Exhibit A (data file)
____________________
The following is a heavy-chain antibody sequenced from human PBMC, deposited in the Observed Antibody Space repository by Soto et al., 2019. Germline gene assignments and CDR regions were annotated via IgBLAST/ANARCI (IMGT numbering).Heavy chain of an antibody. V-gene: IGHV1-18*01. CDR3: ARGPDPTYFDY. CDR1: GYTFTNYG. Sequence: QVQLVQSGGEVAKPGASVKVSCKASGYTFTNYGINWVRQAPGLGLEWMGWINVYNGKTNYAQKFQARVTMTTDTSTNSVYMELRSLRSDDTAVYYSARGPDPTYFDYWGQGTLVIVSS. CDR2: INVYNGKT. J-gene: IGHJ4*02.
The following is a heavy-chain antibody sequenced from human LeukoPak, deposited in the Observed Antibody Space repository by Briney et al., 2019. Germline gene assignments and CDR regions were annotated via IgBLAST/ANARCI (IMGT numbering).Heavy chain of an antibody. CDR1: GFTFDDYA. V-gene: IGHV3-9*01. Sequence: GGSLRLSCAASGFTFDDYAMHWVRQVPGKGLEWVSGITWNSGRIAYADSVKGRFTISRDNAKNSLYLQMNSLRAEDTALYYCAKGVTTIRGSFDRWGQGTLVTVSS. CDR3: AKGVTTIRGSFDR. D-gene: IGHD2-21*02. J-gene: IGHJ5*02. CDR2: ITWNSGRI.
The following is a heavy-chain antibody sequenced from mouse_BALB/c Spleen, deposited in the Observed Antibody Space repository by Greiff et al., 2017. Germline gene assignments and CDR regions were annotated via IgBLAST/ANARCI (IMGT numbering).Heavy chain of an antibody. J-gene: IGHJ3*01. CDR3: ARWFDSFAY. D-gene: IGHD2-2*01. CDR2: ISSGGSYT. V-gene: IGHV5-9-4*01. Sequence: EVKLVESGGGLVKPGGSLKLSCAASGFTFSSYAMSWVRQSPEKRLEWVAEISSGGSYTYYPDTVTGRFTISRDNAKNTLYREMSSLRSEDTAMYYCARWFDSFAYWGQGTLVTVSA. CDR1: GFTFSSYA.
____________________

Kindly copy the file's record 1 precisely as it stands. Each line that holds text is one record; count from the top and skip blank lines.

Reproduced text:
The following is a heavy-chain antibody sequenced from human PBMC, deposited in the Observed Antibody Space repository by Soto et al., 2019. Germline gene assignments and CDR regions were annotated via IgBLAST/ANARCI (IMGT numbering).Heavy chain of an antibody. V-gene: IGHV1-18*01. CDR3: ARGPDPTYFDY. CDR1: GYTFTNYG. Sequence: QVQLVQSGGEVAKPGASVKVSCKASGYTFTNYGINWVRQAPGLGLEWMGWINVYNGKTNYAQKFQARVTMTTDTSTNSVYMELRSLRSDDTAVYYSARGPDPTYFDYWGQGTLVIVSS. CDR2: INVYNGKT. J-gene: IGHJ4*02.